Three Americans and a Briton who foiled a suspected terror attack on a train have received France's top honour from President Francois Hollande.
Mr Hollande presented Spencer Stone, Alek Skarlatos, Anthony Sadler and Briton Chris Norman with the Legion d'honneur at the Elysee Palace.
Two other unnamed passengers will receive the honour at a later date.
The passengers overpowered a suspected radical Islamist on a high-speed train bound for Paris on Friday.
French authorities are questioning the suspect, Moroccan national Ayoub El-Khazzani, 25.
Mr Hollande pinned the medals on the chests of the four passengers at the ceremony in Paris on Monday morning.
Before the awards, he said: “We are here to honour four men who, thanks to their bravery, managed to save lives.
“In the name of France, I would like to thank you. The whole world admires your bravery. It should be an example to all of us and inspire us. You put your lives at risk in order to defend freedom.”
Mr Hollande said: “A terrorist decided to commit an attack. He had enough weapons and ammunition to carry out real carnage, and that's what he would have done if you hadn't tackled him at a risk to your own lives.
“You gave us a lesson in courage, in will, and thus in hope.”
He said: “Faced with the evil called terrorism there is a good, that is humanity. You are the incarnation of that.”
Belgian Prime Minister Charles Michel and the US Ambassador to France, Jane Hartley, attended the ceremony, along with the head of the French rail firm, SNCF.
The Legion d'honneur was founded by Napoleon Bonaparte in 1802. The award is divided into five categories and the passengers are expected to receive the chevalier, the most commonly awarded.
A French-American passenger who was wounded in the attack, and a French citizen who first encountered the gunman and tried to overpower him, will receive the honour later.
Mr Hollande named the French-American as 51-year-old Mark Moogalian, who is still in hospital. The other man wishes to remain anonymous.
The president said he wished to pay tribute to both of them for their bravery.
The Americans spoke on Sunday about the incident.
Mr Stone, an off-duty US airman, said he had just woken from a deep sleep when he saw the gunman and moved to restrain him.
“I turned around and I saw he had what looked to be an AK-47 and it looked like it was jammed or wasn't working and he was trying to charge the weapon.
“Alek just hit me on the shoulder and said 'Let's go' and ran down, tackled him. We hit the ground.”
Mr Stone was the first of the three to reach the gunman. He was cut in the neck and on the eyebrow, and his thumb was almost sliced off.
Mr Stone also tended to Mr Moogalian, who had been shot in the neck.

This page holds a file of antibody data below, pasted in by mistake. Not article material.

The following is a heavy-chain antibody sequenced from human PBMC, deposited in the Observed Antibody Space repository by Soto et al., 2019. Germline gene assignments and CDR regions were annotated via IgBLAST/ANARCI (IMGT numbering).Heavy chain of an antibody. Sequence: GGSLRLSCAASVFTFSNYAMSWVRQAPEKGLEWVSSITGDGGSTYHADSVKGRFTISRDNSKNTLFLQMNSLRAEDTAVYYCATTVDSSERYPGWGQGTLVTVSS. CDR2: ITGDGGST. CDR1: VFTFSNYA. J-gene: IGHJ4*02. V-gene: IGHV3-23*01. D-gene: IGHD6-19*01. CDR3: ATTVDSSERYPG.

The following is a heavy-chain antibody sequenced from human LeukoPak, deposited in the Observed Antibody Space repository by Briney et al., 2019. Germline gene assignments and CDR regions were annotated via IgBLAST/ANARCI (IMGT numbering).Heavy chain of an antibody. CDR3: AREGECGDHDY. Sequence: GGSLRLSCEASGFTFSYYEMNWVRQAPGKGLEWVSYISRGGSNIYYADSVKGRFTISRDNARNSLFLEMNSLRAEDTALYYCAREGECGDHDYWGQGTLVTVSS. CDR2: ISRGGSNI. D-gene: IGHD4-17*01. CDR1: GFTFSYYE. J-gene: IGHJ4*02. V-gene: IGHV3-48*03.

“I just stuck two of my fingers in the hole, found what I thought to be the artery, pushed down and the bleeding stopped,” he said. “I just said 'Thank God' and held that position until the paramedics got there.”
Mr Hollande said Mr Stone had “probably saved Mr Moogalian's life”.
Mr Skarlatos, a member of the US National Guard, said his initial reaction was “mostly just gut instinct”, and that military training had only played a role in providing medical help and making sure there were no accomplices.
Mr Sadler said: “The gunman would have been successful if my friend Spencer had not gotten up. I want that lesson to be learned, in times of terror like that, to please do something. Don't just stand by and watch.”
British grandfather Chris Norman, an IT expert, said he helped the Americans subdue the gunman because he thought he was “probably going to die anyway”.
He said after receiving his award on Monday: “I am amazed and I really appreciate this honour.”
Under French law, authorities have until Tuesday evening to question the suspect.
Sophie David, a lawyer assigned to the case for Mr Khazzani, said the Moroccan was “dumbfounded that his act is being linked to terrorism” and that he had said he found the weapons in a Belgian park and wanted to rob passengers.
Mr Khazzani's father, Mohamed el-Khazzani, told the Daily Telegraph in Algeciras, Spain, that his son was a “good boy” interested in “football and fishing”.
“I have no idea what he was thinking and I have not spoken to him for over a year,” Mohamed el-Khazzani said.
Ayoub el-Khazzani was flagged up to French authorities by Spanish counterparts in February 2014.
He is reported to have lived in France, Spain, and Belgium and to have travelled to Syria.
Security aboard the high-speed Thalys service on which the incident took place is being stepped up. The trains link major cities in the Netherlands and Belgium to Paris.
Patrols and security checks will also be boosted at international train stations.
France's security services have placed been on high alert since January when Islamist militants killed 17 people in and around Paris – including the attacks at the offices of satirical paper Charlie Hebdo and a Jewish supermarket.